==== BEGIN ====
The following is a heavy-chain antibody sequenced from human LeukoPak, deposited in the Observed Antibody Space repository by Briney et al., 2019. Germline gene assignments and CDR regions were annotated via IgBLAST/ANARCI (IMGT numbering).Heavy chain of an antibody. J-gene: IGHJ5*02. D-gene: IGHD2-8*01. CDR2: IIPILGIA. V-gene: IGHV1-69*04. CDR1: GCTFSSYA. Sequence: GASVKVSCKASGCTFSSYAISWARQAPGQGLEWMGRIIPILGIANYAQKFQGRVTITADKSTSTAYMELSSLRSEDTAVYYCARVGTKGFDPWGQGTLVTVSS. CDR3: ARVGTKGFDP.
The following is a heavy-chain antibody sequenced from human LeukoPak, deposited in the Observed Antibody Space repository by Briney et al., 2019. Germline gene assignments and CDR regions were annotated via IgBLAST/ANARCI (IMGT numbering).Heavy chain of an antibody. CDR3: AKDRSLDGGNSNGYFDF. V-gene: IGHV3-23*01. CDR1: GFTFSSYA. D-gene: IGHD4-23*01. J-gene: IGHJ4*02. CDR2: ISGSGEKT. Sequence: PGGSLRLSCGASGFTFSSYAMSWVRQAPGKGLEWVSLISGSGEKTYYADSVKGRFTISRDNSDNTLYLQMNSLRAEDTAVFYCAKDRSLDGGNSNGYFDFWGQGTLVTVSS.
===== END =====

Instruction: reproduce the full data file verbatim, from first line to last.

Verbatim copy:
The following is a heavy-chain antibody sequenced from human LeukoPak, deposited in the Observed Antibody Space repository by Briney et al., 2019. Germline gene assignments and CDR regions were annotated via IgBLAST/ANARCI (IMGT numbering).Heavy chain of an antibody. J-gene: IGHJ5*02. D-gene: IGHD2-8*01. CDR2: IIPILGIA. V-gene: IGHV1-69*04. CDR1: GCTFSSYA. Sequence: GASVKVSCKASGCTFSSYAISWARQAPGQGLEWMGRIIPILGIANYAQKFQGRVTITADKSTSTAYMELSSLRSEDTAVYYCARVGTKGFDPWGQGTLVTVSS. CDR3: ARVGTKGFDP.
The following is a heavy-chain antibody sequenced from human LeukoPak, deposited in the Observed Antibody Space repository by Briney et al., 2019. Germline gene assignments and CDR regions were annotated via IgBLAST/ANARCI (IMGT numbering).Heavy chain of an antibody. CDR3: AKDRSLDGGNSNGYFDF. V-gene: IGHV3-23*01. CDR1: GFTFSSYA. D-gene: IGHD4-23*01. J-gene: IGHJ4*02. CDR2: ISGSGEKT. Sequence: PGGSLRLSCGASGFTFSSYAMSWVRQAPGKGLEWVSLISGSGEKTYYADSVKGRFTISRDNSDNTLYLQMNSLRAEDTAVFYCAKDRSLDGGNSNGYFDFWGQGTLVTVSS.